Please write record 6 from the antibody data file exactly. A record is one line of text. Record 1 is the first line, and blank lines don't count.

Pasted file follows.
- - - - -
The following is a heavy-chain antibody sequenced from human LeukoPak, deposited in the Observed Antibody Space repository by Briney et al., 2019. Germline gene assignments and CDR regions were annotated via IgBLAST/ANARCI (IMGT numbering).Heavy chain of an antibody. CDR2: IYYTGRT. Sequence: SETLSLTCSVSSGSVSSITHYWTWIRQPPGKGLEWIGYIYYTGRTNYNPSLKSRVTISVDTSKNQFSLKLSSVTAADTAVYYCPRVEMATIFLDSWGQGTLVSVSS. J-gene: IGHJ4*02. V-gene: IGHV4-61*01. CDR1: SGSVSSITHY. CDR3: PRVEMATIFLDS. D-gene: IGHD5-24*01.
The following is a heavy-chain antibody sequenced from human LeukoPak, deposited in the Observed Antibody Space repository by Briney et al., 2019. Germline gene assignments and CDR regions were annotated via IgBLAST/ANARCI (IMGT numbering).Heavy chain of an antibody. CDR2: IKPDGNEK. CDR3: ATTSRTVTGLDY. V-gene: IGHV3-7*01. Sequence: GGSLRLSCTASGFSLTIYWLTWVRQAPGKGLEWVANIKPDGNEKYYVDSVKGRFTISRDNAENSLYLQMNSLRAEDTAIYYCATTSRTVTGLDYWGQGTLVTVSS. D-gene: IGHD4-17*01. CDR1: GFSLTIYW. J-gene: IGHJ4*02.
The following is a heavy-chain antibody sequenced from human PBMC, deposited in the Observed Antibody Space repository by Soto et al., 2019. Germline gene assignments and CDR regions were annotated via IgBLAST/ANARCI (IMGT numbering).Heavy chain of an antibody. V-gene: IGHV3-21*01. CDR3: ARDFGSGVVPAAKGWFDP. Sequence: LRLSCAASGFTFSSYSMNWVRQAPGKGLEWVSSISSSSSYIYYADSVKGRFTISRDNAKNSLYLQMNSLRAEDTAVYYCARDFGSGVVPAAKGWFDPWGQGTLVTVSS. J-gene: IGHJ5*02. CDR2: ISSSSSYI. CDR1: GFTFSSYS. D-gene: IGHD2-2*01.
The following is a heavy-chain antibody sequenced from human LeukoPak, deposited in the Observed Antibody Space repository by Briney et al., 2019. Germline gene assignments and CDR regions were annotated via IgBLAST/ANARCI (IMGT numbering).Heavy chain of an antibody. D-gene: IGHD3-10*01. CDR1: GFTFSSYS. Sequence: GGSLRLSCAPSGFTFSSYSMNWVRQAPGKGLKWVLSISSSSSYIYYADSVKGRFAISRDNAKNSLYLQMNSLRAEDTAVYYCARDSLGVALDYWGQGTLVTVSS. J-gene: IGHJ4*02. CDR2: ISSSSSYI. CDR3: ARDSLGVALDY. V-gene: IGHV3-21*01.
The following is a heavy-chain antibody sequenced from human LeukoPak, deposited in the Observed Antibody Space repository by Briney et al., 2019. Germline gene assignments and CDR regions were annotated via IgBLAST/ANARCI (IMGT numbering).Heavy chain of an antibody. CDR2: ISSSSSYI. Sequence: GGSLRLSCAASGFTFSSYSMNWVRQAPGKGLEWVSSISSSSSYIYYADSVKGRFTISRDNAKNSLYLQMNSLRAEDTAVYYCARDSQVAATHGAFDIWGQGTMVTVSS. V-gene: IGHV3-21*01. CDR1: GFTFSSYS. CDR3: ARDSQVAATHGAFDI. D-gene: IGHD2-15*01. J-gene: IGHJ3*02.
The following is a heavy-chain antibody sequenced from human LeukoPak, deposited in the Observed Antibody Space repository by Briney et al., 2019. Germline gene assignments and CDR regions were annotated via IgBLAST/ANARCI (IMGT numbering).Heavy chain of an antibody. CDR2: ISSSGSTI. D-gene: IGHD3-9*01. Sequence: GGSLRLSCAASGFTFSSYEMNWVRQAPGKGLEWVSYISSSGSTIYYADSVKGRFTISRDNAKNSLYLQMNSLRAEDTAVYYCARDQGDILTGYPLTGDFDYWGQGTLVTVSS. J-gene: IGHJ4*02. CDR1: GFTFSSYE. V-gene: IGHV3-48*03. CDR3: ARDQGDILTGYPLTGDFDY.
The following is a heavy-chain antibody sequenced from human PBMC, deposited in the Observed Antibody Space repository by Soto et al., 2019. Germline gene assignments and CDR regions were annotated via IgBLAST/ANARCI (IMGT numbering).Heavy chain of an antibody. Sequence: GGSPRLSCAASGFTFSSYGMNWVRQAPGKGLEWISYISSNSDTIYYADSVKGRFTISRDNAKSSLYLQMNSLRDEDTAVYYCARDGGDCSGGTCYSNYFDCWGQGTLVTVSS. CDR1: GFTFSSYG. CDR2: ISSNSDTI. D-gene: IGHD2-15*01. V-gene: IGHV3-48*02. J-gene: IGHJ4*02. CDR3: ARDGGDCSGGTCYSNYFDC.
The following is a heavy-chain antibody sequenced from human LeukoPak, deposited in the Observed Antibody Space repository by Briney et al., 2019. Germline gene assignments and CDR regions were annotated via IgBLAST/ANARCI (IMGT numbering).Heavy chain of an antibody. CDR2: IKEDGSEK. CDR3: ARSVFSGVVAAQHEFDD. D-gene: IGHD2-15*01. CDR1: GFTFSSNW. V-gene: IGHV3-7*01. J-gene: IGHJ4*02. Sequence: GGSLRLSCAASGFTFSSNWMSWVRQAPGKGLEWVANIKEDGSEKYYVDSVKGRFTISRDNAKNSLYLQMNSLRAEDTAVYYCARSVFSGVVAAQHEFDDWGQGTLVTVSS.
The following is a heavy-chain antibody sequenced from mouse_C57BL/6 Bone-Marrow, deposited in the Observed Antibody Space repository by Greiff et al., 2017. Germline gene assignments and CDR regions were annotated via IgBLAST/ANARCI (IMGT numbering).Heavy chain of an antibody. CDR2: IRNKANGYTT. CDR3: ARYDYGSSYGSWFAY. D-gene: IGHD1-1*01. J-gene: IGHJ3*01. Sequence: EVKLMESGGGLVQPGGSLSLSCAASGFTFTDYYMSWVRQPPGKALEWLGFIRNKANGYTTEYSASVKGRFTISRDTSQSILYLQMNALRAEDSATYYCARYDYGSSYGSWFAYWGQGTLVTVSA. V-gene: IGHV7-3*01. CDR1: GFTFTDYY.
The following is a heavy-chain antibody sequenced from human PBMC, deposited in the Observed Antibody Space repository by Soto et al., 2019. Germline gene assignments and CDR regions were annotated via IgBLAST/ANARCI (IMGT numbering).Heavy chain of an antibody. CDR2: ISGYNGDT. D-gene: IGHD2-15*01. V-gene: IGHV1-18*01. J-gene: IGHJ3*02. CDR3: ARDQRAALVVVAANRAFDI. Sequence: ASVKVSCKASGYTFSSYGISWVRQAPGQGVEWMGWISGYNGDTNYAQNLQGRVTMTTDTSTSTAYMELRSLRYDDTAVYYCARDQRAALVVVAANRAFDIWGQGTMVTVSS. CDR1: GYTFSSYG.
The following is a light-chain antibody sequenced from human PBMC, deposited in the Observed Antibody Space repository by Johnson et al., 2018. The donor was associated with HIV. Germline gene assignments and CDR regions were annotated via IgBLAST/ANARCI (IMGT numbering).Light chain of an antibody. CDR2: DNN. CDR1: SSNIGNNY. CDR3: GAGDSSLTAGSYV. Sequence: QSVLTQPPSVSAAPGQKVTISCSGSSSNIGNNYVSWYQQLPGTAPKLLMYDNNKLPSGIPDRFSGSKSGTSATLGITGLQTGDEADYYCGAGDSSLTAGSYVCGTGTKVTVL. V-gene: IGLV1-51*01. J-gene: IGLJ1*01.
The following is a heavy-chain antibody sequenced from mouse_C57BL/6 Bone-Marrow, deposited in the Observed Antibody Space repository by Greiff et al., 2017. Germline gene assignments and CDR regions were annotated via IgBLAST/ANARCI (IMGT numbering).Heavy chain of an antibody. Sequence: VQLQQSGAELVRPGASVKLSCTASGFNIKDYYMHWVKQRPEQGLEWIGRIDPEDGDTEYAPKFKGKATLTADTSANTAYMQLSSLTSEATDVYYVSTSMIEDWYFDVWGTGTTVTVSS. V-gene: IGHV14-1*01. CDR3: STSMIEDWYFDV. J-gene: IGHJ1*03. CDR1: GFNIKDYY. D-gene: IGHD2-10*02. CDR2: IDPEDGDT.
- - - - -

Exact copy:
The following is a heavy-chain antibody sequenced from human LeukoPak, deposited in the Observed Antibody Space repository by Briney et al., 2019. Germline gene assignments and CDR regions were annotated via IgBLAST/ANARCI (IMGT numbering).Heavy chain of an antibody. CDR2: ISSSGSTI. D-gene: IGHD3-9*01. Sequence: GGSLRLSCAASGFTFSSYEMNWVRQAPGKGLEWVSYISSSGSTIYYADSVKGRFTISRDNAKNSLYLQMNSLRAEDTAVYYCARDQGDILTGYPLTGDFDYWGQGTLVTVSS. J-gene: IGHJ4*02. CDR1: GFTFSSYE. V-gene: IGHV3-48*03. CDR3: ARDQGDILTGYPLTGDFDY.